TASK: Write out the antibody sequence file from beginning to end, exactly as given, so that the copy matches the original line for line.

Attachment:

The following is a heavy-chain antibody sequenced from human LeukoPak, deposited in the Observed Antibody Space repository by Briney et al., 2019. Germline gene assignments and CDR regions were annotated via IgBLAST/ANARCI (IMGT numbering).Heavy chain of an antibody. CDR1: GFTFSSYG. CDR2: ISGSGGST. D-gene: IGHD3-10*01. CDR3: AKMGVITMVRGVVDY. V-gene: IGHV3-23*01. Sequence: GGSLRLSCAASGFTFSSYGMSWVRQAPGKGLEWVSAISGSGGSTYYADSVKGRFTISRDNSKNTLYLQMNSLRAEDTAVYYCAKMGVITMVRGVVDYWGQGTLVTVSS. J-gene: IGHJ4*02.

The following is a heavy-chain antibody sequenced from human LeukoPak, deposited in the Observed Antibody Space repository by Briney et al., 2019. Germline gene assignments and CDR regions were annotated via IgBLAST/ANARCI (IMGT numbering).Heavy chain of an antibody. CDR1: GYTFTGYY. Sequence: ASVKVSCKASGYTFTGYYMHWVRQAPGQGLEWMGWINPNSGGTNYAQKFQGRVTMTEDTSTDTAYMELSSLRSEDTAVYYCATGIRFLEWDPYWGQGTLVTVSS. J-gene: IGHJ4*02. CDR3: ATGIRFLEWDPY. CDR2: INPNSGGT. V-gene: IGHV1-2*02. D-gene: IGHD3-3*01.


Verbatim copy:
The following is a heavy-chain antibody sequenced from human LeukoPak, deposited in the Observed Antibody Space repository by Briney et al., 2019. Germline gene assignments and CDR regions were annotated via IgBLAST/ANARCI (IMGT numbering).Heavy chain of an antibody. CDR1: GFTFSSYG. CDR2: ISGSGGST. D-gene: IGHD3-10*01. CDR3: AKMGVITMVRGVVDY. V-gene: IGHV3-23*01. Sequence: GGSLRLSCAASGFTFSSYGMSWVRQAPGKGLEWVSAISGSGGSTYYADSVKGRFTISRDNSKNTLYLQMNSLRAEDTAVYYCAKMGVITMVRGVVDYWGQGTLVTVSS. J-gene: IGHJ4*02.

The following is a heavy-chain antibody sequenced from human LeukoPak, deposited in the Observed Antibody Space repository by Briney et al., 2019. Germline gene assignments and CDR regions were annotated via IgBLAST/ANARCI (IMGT numbering).Heavy chain of an antibody. CDR1: GYTFTGYY. Sequence: ASVKVSCKASGYTFTGYYMHWVRQAPGQGLEWMGWINPNSGGTNYAQKFQGRVTMTEDTSTDTAYMELSSLRSEDTAVYYCATGIRFLEWDPYWGQGTLVTVSS. J-gene: IGHJ4*02. CDR3: ATGIRFLEWDPY. CDR2: INPNSGGT. V-gene: IGHV1-2*02. D-gene: IGHD3-3*01.